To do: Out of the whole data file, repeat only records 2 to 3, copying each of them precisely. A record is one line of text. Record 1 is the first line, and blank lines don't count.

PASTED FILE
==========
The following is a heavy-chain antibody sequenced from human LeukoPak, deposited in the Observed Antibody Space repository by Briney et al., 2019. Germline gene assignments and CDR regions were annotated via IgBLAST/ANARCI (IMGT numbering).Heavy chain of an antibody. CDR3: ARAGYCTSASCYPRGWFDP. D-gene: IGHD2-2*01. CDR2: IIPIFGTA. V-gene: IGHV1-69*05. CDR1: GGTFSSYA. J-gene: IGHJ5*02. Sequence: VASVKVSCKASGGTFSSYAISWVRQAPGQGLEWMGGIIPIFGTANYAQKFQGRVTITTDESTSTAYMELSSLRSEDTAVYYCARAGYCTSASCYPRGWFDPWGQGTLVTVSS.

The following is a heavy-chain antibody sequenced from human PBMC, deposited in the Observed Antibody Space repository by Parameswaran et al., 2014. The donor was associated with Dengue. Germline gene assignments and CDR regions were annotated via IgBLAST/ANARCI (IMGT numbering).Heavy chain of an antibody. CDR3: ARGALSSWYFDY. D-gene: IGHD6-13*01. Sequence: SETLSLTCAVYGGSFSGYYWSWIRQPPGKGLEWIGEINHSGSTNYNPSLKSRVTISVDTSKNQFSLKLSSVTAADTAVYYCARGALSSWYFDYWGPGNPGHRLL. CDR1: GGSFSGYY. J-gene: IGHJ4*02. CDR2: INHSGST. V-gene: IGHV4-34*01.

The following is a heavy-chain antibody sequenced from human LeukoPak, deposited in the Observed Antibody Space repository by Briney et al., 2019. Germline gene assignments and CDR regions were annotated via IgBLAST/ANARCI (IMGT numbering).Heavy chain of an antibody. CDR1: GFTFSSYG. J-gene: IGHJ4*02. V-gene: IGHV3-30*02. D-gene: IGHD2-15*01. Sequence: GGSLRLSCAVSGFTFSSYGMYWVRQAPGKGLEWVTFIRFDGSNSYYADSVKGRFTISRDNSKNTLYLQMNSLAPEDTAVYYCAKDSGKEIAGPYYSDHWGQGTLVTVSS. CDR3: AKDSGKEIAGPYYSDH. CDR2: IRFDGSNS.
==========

The following is a heavy-chain antibody sequenced from human PBMC, deposited in the Observed Antibody Space repository by Parameswaran et al., 2014. The donor was associated with Dengue. Germline gene assignments and CDR regions were annotated via IgBLAST/ANARCI (IMGT numbering).Heavy chain of an antibody. CDR3: ARGALSSWYFDY. D-gene: IGHD6-13*01. Sequence: SETLSLTCAVYGGSFSGYYWSWIRQPPGKGLEWIGEINHSGSTNYNPSLKSRVTISVDTSKNQFSLKLSSVTAADTAVYYCARGALSSWYFDYWGPGNPGHRLL. CDR1: GGSFSGYY. J-gene: IGHJ4*02. CDR2: INHSGST. V-gene: IGHV4-34*01.

The following is a heavy-chain antibody sequenced from human LeukoPak, deposited in the Observed Antibody Space repository by Briney et al., 2019. Germline gene assignments and CDR regions were annotated via IgBLAST/ANARCI (IMGT numbering).Heavy chain of an antibody. CDR1: GFTFSSYG. J-gene: IGHJ4*02. V-gene: IGHV3-30*02. D-gene: IGHD2-15*01. Sequence: GGSLRLSCAVSGFTFSSYGMYWVRQAPGKGLEWVTFIRFDGSNSYYADSVKGRFTISRDNSKNTLYLQMNSLAPEDTAVYYCAKDSGKEIAGPYYSDHWGQGTLVTVSS. CDR3: AKDSGKEIAGPYYSDH. CDR2: IRFDGSNS.